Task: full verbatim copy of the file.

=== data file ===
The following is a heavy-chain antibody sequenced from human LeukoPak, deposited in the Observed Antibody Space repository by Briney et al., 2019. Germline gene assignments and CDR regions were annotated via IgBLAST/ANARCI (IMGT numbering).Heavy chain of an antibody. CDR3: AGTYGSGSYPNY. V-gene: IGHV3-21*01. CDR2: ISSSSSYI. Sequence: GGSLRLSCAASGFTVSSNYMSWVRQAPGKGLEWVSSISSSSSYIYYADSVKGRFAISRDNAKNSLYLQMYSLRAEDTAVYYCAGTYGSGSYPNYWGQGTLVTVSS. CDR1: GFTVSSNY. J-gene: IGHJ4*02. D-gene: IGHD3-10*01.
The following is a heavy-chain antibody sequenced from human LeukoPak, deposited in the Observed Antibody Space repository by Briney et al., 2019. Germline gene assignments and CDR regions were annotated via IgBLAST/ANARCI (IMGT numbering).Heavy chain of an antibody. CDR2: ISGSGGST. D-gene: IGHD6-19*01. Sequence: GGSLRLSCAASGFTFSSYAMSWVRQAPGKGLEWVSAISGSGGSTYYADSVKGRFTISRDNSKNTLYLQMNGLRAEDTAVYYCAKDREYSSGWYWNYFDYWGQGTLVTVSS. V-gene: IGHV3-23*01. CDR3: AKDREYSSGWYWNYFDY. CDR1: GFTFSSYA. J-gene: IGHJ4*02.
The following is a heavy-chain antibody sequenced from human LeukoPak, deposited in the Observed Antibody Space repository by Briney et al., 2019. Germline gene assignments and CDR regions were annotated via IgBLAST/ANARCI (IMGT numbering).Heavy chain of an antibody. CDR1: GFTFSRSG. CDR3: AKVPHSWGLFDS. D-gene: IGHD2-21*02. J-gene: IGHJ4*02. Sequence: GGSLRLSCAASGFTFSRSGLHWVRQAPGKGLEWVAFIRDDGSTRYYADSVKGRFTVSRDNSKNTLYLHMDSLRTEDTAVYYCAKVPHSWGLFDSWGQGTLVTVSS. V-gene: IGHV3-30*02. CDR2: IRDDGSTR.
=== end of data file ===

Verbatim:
The following is a heavy-chain antibody sequenced from human LeukoPak, deposited in the Observed Antibody Space repository by Briney et al., 2019. Germline gene assignments and CDR regions were annotated via IgBLAST/ANARCI (IMGT numbering).Heavy chain of an antibody. CDR3: AGTYGSGSYPNY. V-gene: IGHV3-21*01. CDR2: ISSSSSYI. Sequence: GGSLRLSCAASGFTVSSNYMSWVRQAPGKGLEWVSSISSSSSYIYYADSVKGRFAISRDNAKNSLYLQMYSLRAEDTAVYYCAGTYGSGSYPNYWGQGTLVTVSS. CDR1: GFTVSSNY. J-gene: IGHJ4*02. D-gene: IGHD3-10*01.
The following is a heavy-chain antibody sequenced from human LeukoPak, deposited in the Observed Antibody Space repository by Briney et al., 2019. Germline gene assignments and CDR regions were annotated via IgBLAST/ANARCI (IMGT numbering).Heavy chain of an antibody. CDR2: ISGSGGST. D-gene: IGHD6-19*01. Sequence: GGSLRLSCAASGFTFSSYAMSWVRQAPGKGLEWVSAISGSGGSTYYADSVKGRFTISRDNSKNTLYLQMNGLRAEDTAVYYCAKDREYSSGWYWNYFDYWGQGTLVTVSS. V-gene: IGHV3-23*01. CDR3: AKDREYSSGWYWNYFDY. CDR1: GFTFSSYA. J-gene: IGHJ4*02.
The following is a heavy-chain antibody sequenced from human LeukoPak, deposited in the Observed Antibody Space repository by Briney et al., 2019. Germline gene assignments and CDR regions were annotated via IgBLAST/ANARCI (IMGT numbering).Heavy chain of an antibody. CDR1: GFTFSRSG. CDR3: AKVPHSWGLFDS. D-gene: IGHD2-21*02. J-gene: IGHJ4*02. Sequence: GGSLRLSCAASGFTFSRSGLHWVRQAPGKGLEWVAFIRDDGSTRYYADSVKGRFTVSRDNSKNTLYLHMDSLRTEDTAVYYCAKVPHSWGLFDSWGQGTLVTVSS. V-gene: IGHV3-30*02. CDR2: IRDDGSTR.